And finally, what’s the little hole for? To be honest I have no idea.

Preparing for Construction

Place your paper cartoon design onto a wooden base and firmly fix a batten along of the main (longest) edge of the design so that the design cannot move and you have an accurate straight edge to work from. Of course, this assumes you have at least one straight edge in the cartoon design.

Ideally I would add another batten at 90 degrees (or whatever angle is required) to form the second edge of the panel to ensure at least two side can be constructed with absolute accuracy. This also gives you a firm and well-defined corner out of which you assemble the panel. Get the angle wrong and the resulting panel will also be wrong!

I tend to leave a little gap between these two battens so that a lead came can “poke out” of the corner if necessary.

Masking tape is not very reliable to hold a cartoon design firmly, nor will it ensure that two sides of the design are accurately placed, but it is better than nothing.

Cutting Lead Came

There are different kinds of commercially available lead knife that are commonly used. The traditional ‘Don Carlos’ lead knife seems to be more expensive and in my experience works no better than a more modern lead knife.

Modern lead knives have a curved blade on one end (with a pointed end on one side) and metal cap at the other end of the handle. The metal cap is intended to be used as a hammer and is useful for driving horseshoe/glazing nails into the base board. It is a boon for lazy people because it means you don’t have to repeatedly swap between a lead knife and a hammer. Take care not to cut or stab yourself with the lead knife blade when hammering the horseshoe/glazing nails – enthusiastic hammering is a bad idea with a blade not far from your face!

An inexpensive alternative to the “proper” lead knives are putty knife or a cut-down wallpaper scraper which has been sharpened on a grinding stone (of the kind you would sharpen a chisel for example). Be sure the blade is strong and does not flex.

Later I have included a picture containing an improvised and a modern lead knife.

Just as the secret of a good steak is a sharp knife, so it is true for cutting leads. A blunt lead knife is harder to use than a sharp blade so sharpen the blade regularly. I use my kitchen knife sharpener for this purpose and it seems to work well enough.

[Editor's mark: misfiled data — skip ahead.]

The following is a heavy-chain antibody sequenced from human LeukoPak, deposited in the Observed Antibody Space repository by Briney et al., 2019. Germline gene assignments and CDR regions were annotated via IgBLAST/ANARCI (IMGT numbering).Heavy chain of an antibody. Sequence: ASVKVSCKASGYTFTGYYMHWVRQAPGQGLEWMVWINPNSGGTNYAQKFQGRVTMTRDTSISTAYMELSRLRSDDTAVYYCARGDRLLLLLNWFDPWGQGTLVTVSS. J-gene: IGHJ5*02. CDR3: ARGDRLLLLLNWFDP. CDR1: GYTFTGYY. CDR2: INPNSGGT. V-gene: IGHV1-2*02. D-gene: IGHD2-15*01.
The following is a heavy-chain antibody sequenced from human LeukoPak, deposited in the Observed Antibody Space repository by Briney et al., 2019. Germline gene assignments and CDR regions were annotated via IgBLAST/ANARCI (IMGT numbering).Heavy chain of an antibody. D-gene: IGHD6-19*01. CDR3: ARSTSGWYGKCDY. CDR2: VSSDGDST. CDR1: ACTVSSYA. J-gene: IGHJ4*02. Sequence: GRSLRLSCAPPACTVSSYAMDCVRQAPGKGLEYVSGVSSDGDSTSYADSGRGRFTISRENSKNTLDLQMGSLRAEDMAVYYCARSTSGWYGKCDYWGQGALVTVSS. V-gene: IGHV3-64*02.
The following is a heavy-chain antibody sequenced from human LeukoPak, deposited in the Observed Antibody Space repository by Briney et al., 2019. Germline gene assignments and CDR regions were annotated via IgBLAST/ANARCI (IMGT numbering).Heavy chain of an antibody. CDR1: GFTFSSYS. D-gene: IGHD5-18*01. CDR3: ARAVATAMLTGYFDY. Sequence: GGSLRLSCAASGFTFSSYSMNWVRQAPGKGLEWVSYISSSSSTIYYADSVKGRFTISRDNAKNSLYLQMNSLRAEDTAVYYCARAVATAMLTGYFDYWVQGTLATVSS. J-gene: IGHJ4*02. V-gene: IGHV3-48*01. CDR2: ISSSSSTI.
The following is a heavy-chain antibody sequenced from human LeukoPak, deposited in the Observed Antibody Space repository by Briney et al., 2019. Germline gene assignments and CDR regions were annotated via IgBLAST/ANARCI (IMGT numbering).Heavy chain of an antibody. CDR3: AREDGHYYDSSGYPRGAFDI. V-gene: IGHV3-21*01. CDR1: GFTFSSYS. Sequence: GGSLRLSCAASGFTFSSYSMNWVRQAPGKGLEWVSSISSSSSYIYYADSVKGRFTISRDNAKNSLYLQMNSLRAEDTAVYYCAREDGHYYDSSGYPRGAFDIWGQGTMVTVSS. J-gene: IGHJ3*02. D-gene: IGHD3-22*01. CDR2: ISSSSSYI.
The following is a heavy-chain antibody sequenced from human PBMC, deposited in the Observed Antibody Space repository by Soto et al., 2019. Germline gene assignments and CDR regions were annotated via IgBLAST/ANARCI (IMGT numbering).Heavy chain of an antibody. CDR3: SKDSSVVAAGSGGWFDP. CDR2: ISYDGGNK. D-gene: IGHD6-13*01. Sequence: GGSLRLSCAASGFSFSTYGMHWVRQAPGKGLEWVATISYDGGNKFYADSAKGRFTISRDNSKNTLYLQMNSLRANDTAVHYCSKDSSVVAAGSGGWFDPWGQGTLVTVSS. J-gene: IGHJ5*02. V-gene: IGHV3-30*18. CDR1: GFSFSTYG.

There is something of an art to the act of cutting a lead. To begin with, place your H-section lead with leaves top and bottom and the channels to the side. Then, with the lead knife correctly placed above, use a gentle side-to-side rocking motion whilst pressing downwards. The wiggly rocking motion helps to work through the considerable amount of lead in the top leaves of the came. When you’re about to get through the top leaves, reduce your downward pressure because relatively little is then needed to push down through the channel part. And finally, increase the downward pressure to push through the lower leave of the came. If you can keep your knife vertical (except for the initial “wobbling” action) throughout this process you will get a nice exact 90 degree vertical cut. A nice vertical cut ensures the lead work is equally precise on both sides.

Practise makes perfect but sometimes some trimming may be needed to get the piece of lead to fit exactly in the panel. Hold the lead came in the same way and pare away at the end of the came until the exact length and angle is achieved. If necessary, flip it over and repeat from the other side. Wipe away the little pieces of scrap because they can damage a came if you subsequently try to “work” on top of one of them.

Once cut and trimmed to size there may be some crushing damage to the ends of the leaves. In addition to using the flat end of an AllNova tool to “pull though” the end of the channel I also use the pointed end of the lead knife to deal with any residual damage to the corners of the came. Crushing damage becomes an unavoidable problem when cutting the cames at shallow joint angles.

Remember that it is easier to cut the stretched came into smaller pieces to work with than a full length but it will mean a little more waste. Shorter lengths of came are also less likely to get twisted or damaged when they accidentally knock into other things nearby.

Use of a mitred or butted joint corners are equally acceptable. The choice depends on circumstances and generally butted joints are quicker and easier. Remember that the joint will be soldered so how you form the joint will not be visible. All that remains visible is the quality of your soldering!

Assembly